Republican Sen. John Ensign of Nevada won't seek reelection

Senator John Ensign (R-Nev.) says he won't seek re-election. Ensign, who is under investigation by the Senate Ethics Committee over an extramarital affair, made the announcement Monday in Las Vegas. (March 7)
Washington Post Staff Writers
Monday, March 7, 2011; 7:36 PM

Sen. John Ensign (R-Nev.) will not seek reelection in 2012, bringing to an end a tumultuous several years following an extramarital affair with a former staff member.

"There are consequences to sin," Ensign said at a news conference in Las Vegas. He said he did not want to put his family through an "exceptionally ugly" campaign.

Ensign, who was first elected to the Senate in 2000 after two terms in the House, is the third Republican to announce that he will not run in 2012. He follows Sens. Kay Bailey Hutchison (Tex.) and Jon Kyl (Ariz.) to the sidelines. Four Democrats, as well as Sen. Joseph I. Lieberman (I-Conn.), who caucuses with Democrats, are also not seeking reelection in 2012.

Ensign's decision comes amid a Senate ethics committee investigation of whether he acted improperly in an affair with Cynthia Hampton, who worked for his political committees and whose husband, Doug, was a top legislative staff member for the senator.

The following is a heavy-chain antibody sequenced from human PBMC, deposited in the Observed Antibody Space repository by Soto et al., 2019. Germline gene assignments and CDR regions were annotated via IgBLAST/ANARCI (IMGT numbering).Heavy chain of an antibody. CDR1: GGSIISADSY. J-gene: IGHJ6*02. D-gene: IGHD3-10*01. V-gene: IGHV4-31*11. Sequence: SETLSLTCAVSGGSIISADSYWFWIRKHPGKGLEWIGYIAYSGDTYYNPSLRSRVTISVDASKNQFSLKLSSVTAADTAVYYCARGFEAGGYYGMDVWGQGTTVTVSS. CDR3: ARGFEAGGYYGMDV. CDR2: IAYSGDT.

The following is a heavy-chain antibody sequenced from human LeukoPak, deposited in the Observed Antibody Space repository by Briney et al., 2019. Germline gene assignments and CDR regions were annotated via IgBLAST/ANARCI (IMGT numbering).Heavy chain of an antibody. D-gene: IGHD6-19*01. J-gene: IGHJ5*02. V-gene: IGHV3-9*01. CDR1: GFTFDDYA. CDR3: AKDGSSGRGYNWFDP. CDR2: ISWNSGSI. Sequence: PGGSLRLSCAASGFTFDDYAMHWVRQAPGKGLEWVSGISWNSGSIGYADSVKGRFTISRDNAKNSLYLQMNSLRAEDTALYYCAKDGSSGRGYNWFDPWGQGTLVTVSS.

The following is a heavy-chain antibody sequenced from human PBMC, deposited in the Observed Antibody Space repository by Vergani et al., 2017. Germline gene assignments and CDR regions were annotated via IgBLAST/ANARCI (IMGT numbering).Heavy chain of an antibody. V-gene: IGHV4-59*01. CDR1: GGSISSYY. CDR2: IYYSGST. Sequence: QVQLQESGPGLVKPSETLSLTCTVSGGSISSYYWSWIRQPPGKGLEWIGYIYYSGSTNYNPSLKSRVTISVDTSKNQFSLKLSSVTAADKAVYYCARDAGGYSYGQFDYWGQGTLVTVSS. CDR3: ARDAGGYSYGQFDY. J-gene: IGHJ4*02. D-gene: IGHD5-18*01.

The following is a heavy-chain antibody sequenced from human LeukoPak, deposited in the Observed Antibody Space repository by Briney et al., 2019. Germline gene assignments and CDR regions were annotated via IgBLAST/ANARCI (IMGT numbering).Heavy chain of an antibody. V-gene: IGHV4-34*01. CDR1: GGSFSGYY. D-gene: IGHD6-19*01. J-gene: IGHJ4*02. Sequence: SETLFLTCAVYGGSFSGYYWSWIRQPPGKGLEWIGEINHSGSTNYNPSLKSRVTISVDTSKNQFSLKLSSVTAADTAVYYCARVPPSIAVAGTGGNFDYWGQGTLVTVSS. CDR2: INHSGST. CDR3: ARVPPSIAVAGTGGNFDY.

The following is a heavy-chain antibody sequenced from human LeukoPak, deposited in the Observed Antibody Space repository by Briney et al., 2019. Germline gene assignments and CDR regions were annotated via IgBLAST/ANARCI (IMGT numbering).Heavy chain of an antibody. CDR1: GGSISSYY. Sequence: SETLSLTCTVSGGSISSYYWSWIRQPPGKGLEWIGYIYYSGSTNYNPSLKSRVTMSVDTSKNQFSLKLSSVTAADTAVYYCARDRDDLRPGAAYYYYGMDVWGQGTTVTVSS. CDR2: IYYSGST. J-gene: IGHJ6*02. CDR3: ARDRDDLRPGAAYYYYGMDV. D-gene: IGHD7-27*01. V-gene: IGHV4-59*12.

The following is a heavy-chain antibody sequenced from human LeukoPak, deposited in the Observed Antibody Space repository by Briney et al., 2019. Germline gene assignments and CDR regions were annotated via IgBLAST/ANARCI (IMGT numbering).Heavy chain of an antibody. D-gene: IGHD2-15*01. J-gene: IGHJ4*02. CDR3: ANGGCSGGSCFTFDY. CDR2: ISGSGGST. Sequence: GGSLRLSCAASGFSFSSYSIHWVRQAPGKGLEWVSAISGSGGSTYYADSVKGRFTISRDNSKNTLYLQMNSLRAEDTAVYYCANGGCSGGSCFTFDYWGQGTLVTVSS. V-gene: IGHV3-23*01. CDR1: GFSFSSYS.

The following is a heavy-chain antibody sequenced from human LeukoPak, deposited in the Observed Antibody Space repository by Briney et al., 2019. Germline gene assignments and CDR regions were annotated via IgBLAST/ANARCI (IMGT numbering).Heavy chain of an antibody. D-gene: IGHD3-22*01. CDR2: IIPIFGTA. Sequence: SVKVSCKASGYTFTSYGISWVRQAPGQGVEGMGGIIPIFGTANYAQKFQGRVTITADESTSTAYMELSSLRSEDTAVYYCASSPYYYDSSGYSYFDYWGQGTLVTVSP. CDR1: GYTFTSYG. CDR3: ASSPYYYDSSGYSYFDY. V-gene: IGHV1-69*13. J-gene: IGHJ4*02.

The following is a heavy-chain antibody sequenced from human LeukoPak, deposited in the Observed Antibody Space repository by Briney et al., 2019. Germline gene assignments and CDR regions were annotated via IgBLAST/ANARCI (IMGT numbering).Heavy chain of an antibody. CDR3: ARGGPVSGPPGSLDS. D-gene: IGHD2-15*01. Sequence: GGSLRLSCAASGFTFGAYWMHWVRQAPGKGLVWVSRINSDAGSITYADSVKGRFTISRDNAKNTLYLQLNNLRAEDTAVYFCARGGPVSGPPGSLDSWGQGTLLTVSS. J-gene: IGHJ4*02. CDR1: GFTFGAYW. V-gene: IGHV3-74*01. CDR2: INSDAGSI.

In spring 2008, Ensign dismissed the Hamptons from his payroll. His parents, who are Las Vegas casino magnates, issued nearly $100,000 in checks to the couple and their children, in what were officially termed gifts.

In the months that followed, Ensign allegedly helped Doug Hampton land a lobbying job in Nevada and then helped him sign clients and gain access to officials in Washington. This came during the "cooling-off" period for Hampton, when he was legally barred from lobbying Ensign.

The Senate ethics committee recently decided to ramp up its investigation of the senator, announcing that it had hired an outside counsel to handle the inquiry.

Given all of that, Senate Republican strategists welcomed Ensign's decision not to seek reelection.

"Next year's Senate race in Nevada will now come down to a clear choice between two competing visions for our country," said Sen. John Cornyn (Tex.), chairman of the National Republican Senatorial Committee.

Republican Rep. Dean Heller, who had been preparing to challenge Ensign in the party's primary, will now almost certainly run. It remains to be seen whether any of the GOP candidates who ran for Senate in 2010 - including party nominee Sharron Angle - will join the race.

For Democrats, Rep. Shelley Berkley has been the most outspoken about her interest in campaigning, although it's not clear whether she would be the strongest candidate. Nevada Secretary of State Ross Miller, state Attorney General Catherine Cortez Masto and businessman Byron Georgiou are also mentioned as possible candidates.

© 2011 The Washington Post Company